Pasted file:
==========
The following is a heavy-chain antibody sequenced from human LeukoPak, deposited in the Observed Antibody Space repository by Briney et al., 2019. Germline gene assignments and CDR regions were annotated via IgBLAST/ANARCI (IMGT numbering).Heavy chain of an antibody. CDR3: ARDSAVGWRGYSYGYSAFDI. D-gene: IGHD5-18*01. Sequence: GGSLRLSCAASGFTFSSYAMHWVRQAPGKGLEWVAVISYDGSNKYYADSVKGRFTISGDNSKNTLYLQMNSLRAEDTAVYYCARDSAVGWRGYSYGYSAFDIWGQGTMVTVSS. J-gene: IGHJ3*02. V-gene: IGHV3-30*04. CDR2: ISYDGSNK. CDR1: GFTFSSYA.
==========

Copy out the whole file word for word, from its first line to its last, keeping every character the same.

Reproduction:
The following is a heavy-chain antibody sequenced from human LeukoPak, deposited in the Observed Antibody Space repository by Briney et al., 2019. Germline gene assignments and CDR regions were annotated via IgBLAST/ANARCI (IMGT numbering).Heavy chain of an antibody. CDR3: ARDSAVGWRGYSYGYSAFDI. D-gene: IGHD5-18*01. Sequence: GGSLRLSCAASGFTFSSYAMHWVRQAPGKGLEWVAVISYDGSNKYYADSVKGRFTISGDNSKNTLYLQMNSLRAEDTAVYYCARDSAVGWRGYSYGYSAFDIWGQGTMVTVSS. J-gene: IGHJ3*02. V-gene: IGHV3-30*04. CDR2: ISYDGSNK. CDR1: GFTFSSYA.